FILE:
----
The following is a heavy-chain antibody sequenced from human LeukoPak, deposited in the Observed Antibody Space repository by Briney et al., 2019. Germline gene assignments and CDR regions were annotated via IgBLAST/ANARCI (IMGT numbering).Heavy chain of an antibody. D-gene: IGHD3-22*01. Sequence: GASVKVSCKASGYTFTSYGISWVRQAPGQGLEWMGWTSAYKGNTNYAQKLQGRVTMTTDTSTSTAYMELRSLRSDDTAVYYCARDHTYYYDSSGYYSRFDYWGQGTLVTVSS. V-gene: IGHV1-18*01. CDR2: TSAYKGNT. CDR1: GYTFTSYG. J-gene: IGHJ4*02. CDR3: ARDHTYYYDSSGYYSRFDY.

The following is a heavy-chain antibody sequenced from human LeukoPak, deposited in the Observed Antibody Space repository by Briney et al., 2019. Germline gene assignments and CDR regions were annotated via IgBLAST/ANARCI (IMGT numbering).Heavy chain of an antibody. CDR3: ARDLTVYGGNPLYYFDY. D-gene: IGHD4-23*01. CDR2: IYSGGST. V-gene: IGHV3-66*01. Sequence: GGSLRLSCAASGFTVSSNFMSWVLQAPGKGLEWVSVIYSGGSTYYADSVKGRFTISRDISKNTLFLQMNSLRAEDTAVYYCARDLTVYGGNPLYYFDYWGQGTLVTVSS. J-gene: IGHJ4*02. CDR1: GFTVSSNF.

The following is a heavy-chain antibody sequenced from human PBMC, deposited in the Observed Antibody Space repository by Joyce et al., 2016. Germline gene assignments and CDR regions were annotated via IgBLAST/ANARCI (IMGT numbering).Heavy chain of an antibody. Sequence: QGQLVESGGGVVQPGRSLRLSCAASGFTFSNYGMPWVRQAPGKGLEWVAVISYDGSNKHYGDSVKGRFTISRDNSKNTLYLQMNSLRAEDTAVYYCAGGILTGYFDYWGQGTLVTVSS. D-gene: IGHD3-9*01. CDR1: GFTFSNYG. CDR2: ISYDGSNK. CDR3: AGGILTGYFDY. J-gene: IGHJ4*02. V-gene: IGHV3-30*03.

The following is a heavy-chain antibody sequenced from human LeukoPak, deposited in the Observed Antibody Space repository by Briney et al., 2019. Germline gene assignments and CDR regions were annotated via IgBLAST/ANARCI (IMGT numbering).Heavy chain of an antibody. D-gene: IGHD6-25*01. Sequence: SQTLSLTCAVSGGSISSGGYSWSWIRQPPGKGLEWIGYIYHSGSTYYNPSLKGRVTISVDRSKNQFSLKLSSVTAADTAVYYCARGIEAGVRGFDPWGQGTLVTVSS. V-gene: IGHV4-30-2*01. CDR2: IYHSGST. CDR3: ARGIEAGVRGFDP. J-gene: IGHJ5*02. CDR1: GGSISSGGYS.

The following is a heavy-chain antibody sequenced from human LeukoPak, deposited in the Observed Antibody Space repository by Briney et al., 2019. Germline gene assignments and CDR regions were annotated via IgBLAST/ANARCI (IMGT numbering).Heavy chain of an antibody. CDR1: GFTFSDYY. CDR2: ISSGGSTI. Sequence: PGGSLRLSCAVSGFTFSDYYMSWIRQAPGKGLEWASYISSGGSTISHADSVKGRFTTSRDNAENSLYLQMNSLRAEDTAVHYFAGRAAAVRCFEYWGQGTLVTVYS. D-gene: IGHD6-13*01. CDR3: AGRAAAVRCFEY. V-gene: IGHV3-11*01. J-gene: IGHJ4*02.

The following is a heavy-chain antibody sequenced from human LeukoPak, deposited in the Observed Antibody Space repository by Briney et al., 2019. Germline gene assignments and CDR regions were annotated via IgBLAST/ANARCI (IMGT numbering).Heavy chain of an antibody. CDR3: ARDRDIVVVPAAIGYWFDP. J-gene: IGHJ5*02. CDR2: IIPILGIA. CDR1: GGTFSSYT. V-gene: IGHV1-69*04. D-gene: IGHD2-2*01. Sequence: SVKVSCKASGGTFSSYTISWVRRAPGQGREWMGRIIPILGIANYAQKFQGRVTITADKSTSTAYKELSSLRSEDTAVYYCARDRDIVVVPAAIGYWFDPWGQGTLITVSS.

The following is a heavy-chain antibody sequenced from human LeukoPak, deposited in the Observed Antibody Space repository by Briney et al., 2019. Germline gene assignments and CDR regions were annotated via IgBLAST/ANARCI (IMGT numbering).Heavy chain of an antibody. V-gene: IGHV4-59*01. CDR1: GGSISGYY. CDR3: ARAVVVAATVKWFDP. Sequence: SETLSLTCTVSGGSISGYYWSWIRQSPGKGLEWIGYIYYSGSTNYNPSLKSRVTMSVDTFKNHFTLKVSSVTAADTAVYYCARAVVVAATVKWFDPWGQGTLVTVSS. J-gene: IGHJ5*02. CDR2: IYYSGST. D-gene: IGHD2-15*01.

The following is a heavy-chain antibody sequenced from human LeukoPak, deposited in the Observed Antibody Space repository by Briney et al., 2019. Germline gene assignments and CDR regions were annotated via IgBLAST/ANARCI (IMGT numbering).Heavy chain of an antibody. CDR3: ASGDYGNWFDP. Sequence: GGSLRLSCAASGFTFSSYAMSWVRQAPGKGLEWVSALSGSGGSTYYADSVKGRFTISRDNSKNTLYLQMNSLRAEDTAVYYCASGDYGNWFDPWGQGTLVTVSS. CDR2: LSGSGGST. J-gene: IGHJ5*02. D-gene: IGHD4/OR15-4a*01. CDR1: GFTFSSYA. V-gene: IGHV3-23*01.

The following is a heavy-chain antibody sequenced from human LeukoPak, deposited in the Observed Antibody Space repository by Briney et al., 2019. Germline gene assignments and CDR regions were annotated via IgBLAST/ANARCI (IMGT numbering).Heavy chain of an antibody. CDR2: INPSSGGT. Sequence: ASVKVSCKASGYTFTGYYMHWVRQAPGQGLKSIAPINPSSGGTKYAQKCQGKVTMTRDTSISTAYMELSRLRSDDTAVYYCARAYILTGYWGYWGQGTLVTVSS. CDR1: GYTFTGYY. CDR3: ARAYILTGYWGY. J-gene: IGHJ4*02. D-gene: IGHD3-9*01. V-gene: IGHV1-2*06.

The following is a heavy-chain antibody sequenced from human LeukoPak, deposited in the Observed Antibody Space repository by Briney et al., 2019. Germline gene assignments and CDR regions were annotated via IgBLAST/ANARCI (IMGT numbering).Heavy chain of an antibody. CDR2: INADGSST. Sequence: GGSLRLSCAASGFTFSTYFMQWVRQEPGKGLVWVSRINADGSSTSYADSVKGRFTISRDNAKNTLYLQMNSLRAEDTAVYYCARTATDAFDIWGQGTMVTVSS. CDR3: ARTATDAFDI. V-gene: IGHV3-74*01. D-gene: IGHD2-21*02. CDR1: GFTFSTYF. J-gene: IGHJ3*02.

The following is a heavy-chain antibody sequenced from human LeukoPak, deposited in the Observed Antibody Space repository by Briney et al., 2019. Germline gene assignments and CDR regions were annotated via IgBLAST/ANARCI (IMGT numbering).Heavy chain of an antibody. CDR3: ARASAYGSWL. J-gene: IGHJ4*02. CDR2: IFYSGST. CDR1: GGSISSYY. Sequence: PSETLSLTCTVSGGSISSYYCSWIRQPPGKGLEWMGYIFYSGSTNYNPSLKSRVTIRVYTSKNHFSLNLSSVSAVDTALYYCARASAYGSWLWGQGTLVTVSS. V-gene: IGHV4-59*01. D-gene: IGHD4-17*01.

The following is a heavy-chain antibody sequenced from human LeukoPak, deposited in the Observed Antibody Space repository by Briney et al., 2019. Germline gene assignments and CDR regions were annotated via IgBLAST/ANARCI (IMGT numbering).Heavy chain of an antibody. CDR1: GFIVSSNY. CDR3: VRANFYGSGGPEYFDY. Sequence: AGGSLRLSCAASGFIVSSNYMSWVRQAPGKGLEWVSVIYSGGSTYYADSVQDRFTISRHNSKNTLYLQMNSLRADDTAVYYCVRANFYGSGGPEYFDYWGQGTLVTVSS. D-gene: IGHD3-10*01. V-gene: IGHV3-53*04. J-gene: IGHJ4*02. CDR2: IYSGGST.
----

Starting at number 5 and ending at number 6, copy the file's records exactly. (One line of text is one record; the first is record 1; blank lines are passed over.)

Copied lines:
The following is a heavy-chain antibody sequenced from human LeukoPak, deposited in the Observed Antibody Space repository by Briney et al., 2019. Germline gene assignments and CDR regions were annotated via IgBLAST/ANARCI (IMGT numbering).Heavy chain of an antibody. CDR1: GFTFSDYY. CDR2: ISSGGSTI. Sequence: PGGSLRLSCAVSGFTFSDYYMSWIRQAPGKGLEWASYISSGGSTISHADSVKGRFTTSRDNAENSLYLQMNSLRAEDTAVHYFAGRAAAVRCFEYWGQGTLVTVYS. D-gene: IGHD6-13*01. CDR3: AGRAAAVRCFEY. V-gene: IGHV3-11*01. J-gene: IGHJ4*02.

The following is a heavy-chain antibody sequenced from human LeukoPak, deposited in the Observed Antibody Space repository by Briney et al., 2019. Germline gene assignments and CDR regions were annotated via IgBLAST/ANARCI (IMGT numbering).Heavy chain of an antibody. CDR3: ARDRDIVVVPAAIGYWFDP. J-gene: IGHJ5*02. CDR2: IIPILGIA. CDR1: GGTFSSYT. V-gene: IGHV1-69*04. D-gene: IGHD2-2*01. Sequence: SVKVSCKASGGTFSSYTISWVRRAPGQGREWMGRIIPILGIANYAQKFQGRVTITADKSTSTAYKELSSLRSEDTAVYYCARDRDIVVVPAAIGYWFDPWGQGTLITVSS.